By QMI Agency
MEXICO CITY, Mexico - A buildup of swamp gas under the kitchen of a seaside restaurant at the upscale Grand Riviera Princess hotel was to blame for the deadly explosion that killed seven people Sunday, including five Canadians.
Jesus Puc Pat, the director of civil protection for the Quintana Roo state the district where the hotel is located, in the beach resort of Playa del Carmen - said the gas originated from swampy soil on which the hotel was built.
"The area where the hotel is is very wet and marshy, and such gas originates in the region," he told local media on Monday.
"Preliminary data indicate that the gas was trapped in the space between the floor of the hotel and the caves of the area." QMI Agency has learned that most hotels in the area were built without consideration of the swampy soil beneath, leading to the likelihood that the deadly blast could happen again.
Hotel spokespeople said the area affected by the explosion has been evacuated, but the regular activities are continuing in the rest of the hotel.
Meanwhile, families and friends in Canada are shaken by the deaths of loved ones in the blast.
Five Canadians - including a nine-year-old boy and his father - were among those killed when the portion of the hotel exploded at about 9 a.m. local time.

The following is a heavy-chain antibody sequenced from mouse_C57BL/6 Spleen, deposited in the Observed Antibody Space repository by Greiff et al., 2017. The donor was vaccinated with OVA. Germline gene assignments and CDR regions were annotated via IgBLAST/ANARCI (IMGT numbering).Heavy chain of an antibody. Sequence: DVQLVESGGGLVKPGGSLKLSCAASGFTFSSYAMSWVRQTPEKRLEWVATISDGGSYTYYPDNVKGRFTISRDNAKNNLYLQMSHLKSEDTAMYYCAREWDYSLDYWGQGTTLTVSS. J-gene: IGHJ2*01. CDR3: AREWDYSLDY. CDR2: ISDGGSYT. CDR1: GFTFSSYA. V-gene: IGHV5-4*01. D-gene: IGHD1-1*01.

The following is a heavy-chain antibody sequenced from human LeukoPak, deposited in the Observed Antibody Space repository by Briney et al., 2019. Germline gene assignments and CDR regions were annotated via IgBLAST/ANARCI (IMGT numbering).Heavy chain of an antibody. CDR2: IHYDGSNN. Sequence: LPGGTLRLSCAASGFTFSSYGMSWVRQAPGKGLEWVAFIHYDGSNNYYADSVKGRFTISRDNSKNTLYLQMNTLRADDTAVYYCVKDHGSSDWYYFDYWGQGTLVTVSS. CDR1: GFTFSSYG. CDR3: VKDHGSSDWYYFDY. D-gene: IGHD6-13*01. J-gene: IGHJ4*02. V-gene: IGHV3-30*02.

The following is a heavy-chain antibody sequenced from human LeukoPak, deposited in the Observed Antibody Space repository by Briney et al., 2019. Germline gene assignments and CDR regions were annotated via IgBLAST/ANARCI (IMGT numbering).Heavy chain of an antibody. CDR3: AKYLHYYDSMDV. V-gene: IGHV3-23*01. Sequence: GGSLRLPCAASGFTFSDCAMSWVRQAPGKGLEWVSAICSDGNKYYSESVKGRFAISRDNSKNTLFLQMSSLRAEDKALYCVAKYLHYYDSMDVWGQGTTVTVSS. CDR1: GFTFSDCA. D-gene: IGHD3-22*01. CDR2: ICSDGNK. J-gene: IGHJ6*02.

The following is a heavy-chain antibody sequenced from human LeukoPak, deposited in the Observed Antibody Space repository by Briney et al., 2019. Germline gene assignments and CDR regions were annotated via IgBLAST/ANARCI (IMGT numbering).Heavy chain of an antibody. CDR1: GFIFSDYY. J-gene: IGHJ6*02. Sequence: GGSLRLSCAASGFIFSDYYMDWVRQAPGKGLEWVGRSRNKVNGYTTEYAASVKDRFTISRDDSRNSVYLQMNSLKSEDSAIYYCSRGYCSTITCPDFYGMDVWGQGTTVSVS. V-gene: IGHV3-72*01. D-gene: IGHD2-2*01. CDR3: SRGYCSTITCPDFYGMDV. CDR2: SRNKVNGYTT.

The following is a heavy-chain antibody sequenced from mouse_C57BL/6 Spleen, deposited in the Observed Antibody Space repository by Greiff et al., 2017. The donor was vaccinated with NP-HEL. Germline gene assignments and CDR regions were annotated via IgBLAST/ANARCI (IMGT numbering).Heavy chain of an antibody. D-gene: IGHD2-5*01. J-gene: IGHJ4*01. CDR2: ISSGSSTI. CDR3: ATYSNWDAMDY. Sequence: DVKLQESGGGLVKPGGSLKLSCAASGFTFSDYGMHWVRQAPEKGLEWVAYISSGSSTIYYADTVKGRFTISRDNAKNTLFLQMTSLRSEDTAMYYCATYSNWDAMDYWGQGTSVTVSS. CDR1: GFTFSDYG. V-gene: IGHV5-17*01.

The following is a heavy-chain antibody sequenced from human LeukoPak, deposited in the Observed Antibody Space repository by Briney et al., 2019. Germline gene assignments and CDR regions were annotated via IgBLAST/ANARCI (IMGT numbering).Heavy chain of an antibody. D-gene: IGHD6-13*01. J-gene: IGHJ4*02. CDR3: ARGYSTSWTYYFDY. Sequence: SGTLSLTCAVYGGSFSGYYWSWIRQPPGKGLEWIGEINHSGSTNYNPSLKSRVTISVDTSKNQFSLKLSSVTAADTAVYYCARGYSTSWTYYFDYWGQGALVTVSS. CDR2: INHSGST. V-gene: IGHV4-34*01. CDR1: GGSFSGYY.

The blast blew pieces of the floor, glass and chairs out onto the manicured, palm-lined lawns of the sprawling hotel complex.
Officials identified the dead Canadians as: Christopher Paul Charmont, 51, and his nine-year-old son John Paul of Drumheller, Alta.; Malcolm Johnson, 33, of Nanaimo, B.C.; Darlene Ferguson, 52, of Ardrossan, Alta., east of Edmonton; and Elgin Barron of Guelph, Ont.
Two hotel workers, reported to be a tour guide and a security officer, were also among the dead.
Eighteen people were injured, including six Canadians, two seriously, the department of foreign affairs confirmed Monday.
Foreign Affairs Minister Lawrence Cannon said most of the injured are from Ontario.
The foreign affairs department said officials "continue to closely monitor reports of an accidental explosion ... and are providing consular assistance to Canadian citizens as required." Friends and family members looking for information about Canadians they believe are at the Grand Riviera Princess should contact the department's emergency operations centre at 1-800-387-3124 or by e-mailing email@example.com.
The hotel is offering therapy to visitors shaken by the events.
This story was posted on Tue, November 16, 2010
More HeadlinesJasper recognized as heaven for stargazers
China's biz jet-setters: no longer flying under the radar
Flower show brings blooms and business to Philadelphia
French artist Watteau features in rival London shows
Tokyo Narita starts some outbound flights post-quake